Ok, so I’m not real sure how to do this, but I got suckered into it by my lovely sister, Erin.
What should I talk about? Well, I guess I’ll just talk about my day or whatever comes to mind. It just so happens that I had an eventful day today.
So, today I was driving home from work and I saw this guy standing by the side of the road. It’s about 100 degrees outside and he had his shirt off. I was feeling a bit sad for him, being outside in the heat and me in my comfortable air-conditioned car. I was thinking that where ever he was going was probably far away (‘cause there’s not much along the road I was on) and he most likely had a good long walk ahead of him. As I drove by him, he seemed to waiver a bit and I saw him just drop to the ground. I turned into a parking lot which was close to him and parked as quickly as possible. I jumped out of the car and ran over to him. He was breathing, but really heavily – as though he had just ran a million miles. He wasn’t answering me or responding to me at all. He started to have convulsions or seizures, kicking his legs and shaking all over. I pulled out my cell phone and started to dial 911, when a truck pulled up and honked its horn. I looked up and the passenger in the truck indicated that they were currently calling 911 as well. A quick side note, Bailey and I took CPR/First Aide class very recently, so I was quickly trying to remember what I needed to do, but not really ready to actually do CPR on anything besides the dummy we practiced on. Just then, the guy, I’m guessing he was around 20, stopped breathing. I rolled him over thinking, “ok, this is it what do I do first? Oh yeah, start compressions” when luckily he started the really heavy breathing again. He also would occasionally thrash around and I would just have to make sure that he didn’t hurt himself any further. No kidding, it was as though he was possessed. I’m guessing he was having heat stroke at his point, but I didn’t have anything to give him. After a minute or two, several other cars pulled over as well – they had seen him drop also. I asked if anyone had any water or liquid and someone had a bottle of water in their car. We poured a bit of it on his back (it was lukewarm water – not shocking cold) and that seemed to help him a lot. Someone else had a t-shirt and we got that wet and put it on his neck and face. During the entire time, he would thrash about very violently. He was amazingly strong for being a very skinny guy and he could kick pretty hard. I was able to pull out his wallet and I handed it to the person who was on the phone with 911. He read off his name to the dispatch person and checked his wallet to see if he was diabetic or if he had any medical cards in his wallet. He didn’t. The water we poured on him and put on his head helped, and he eventually started to respond to his name but just barely. Finally the ambulance arrived and at that point he was able to sit up to get onto the stretcher. All of the people who had helped just stood around in shock as he was loaded into the ambulance. Most of the people started to drive off and I looked at the man who had called 911. I recognized him as being the mayor of a close town. I had recently taken my Girl Scout troop to a town meeting to present some cat toys that the Girl Scouts had made for the animal shelter. I explained who I was and we talked for a minute. I made some comment about how easily it is to get heat stroke and he agreed, but then he mentioned that he had found a razor in the guy’s wallet. So, who knows what caused his problem – heat stroke or drug usage.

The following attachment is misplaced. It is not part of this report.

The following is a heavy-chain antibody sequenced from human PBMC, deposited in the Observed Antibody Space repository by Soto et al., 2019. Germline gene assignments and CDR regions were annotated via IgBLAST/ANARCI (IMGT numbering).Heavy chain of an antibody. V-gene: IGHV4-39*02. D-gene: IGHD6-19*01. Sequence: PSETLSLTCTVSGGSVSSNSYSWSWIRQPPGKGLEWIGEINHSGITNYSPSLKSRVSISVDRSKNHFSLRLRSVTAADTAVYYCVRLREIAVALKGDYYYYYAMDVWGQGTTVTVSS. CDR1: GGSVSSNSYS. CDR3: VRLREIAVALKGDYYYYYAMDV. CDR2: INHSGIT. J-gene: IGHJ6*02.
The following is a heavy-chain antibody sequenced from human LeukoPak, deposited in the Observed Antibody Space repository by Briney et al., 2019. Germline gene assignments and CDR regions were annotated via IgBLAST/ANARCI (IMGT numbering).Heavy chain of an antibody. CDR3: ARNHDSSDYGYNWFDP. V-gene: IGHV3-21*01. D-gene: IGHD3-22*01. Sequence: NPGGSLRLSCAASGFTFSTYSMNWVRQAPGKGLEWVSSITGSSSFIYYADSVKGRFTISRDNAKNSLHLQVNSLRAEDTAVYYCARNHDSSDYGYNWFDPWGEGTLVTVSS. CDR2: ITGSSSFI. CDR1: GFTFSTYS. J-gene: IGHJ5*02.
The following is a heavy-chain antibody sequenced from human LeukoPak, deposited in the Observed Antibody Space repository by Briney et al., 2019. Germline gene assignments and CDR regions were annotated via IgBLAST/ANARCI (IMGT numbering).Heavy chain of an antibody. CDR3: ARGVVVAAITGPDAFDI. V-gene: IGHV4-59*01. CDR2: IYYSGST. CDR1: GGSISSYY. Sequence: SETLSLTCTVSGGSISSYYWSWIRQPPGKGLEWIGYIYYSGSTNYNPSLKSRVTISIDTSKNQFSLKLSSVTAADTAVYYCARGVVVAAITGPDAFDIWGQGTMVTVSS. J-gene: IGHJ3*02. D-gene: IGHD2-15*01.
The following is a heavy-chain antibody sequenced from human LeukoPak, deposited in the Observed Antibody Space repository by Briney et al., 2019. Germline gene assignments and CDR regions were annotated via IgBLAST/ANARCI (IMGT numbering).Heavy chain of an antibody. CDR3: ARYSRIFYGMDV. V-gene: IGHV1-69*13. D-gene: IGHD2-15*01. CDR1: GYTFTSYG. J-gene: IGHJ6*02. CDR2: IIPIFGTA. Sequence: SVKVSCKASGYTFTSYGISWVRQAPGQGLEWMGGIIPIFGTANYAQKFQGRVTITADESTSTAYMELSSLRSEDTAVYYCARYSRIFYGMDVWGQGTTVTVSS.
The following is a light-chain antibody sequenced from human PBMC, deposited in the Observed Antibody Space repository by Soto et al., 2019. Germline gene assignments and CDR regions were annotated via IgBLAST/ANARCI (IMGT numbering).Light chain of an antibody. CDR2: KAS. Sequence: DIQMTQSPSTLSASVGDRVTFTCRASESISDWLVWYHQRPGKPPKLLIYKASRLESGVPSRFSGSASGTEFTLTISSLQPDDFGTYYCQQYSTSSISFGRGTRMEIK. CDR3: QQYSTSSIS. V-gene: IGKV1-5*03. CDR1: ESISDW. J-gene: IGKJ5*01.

As I walked back to my car, another woman who had stopped to help pulled over to wave to me – she had three kids in the car. She said that she hoped that he would be ok. We both talked about how if it was our child we certainly hoped that people would stop and help out the way everyone had done. I felt good about the strangers I had seen working together to help this young man. I got back in my car and drove the short distance home. It was good to be home.